[0042] The space solar cells and arrays experience a variety of complex environments in space missions, including the vastly different illumination levels and temperatures seen during normal earth orbiting missions, as well as even more challenging environments for deep space missions, operating at different distances from the sun, such as at 0.7, 1.0 and 3.0 AU (AU meaning astronomical units). The photovoltaic arrays also endure anomalous events from space environmental conditions, and unforeseen environmental interactions during exploration missions. Hence, electron and proton radiation exposure, collisions with space debris, and/or normal aging in the photovoltaic array and other systems could cause suboptimal operating conditions that degrade the overall power system performance, and may result in failures of one or more solar cells or array strings and consequent loss of power.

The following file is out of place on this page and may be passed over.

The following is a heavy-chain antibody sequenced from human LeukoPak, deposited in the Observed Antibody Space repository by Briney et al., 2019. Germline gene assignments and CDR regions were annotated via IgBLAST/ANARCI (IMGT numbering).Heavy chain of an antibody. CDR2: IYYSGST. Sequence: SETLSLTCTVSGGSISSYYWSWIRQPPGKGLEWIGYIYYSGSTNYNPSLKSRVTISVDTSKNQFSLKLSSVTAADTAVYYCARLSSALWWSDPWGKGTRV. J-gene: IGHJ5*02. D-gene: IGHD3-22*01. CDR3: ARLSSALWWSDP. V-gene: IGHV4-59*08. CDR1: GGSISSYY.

[0043] A further distinctive difference between space solar cell arrays and terrestrial solar cell arrays is that a space solar cell array utilizes welding and not soldering to provide robust electrical interconnections between the solar cells, while terrestrial solar cell arrays typically utilize solder for electrical interconnections. Welding is required in space solar cell arrays to provide the very robust electrical connections that can withstand the wide temperature ranges and temperature cycles encountered in space such as from -175.degree. C. to +180.degree. C. In contrast, solder joints are typically sufficient to survive the rather narrow temperature ranges (e.g., about -40.degree. C. to about +50.degree. C.) encountered with terrestrial solar cell arrays.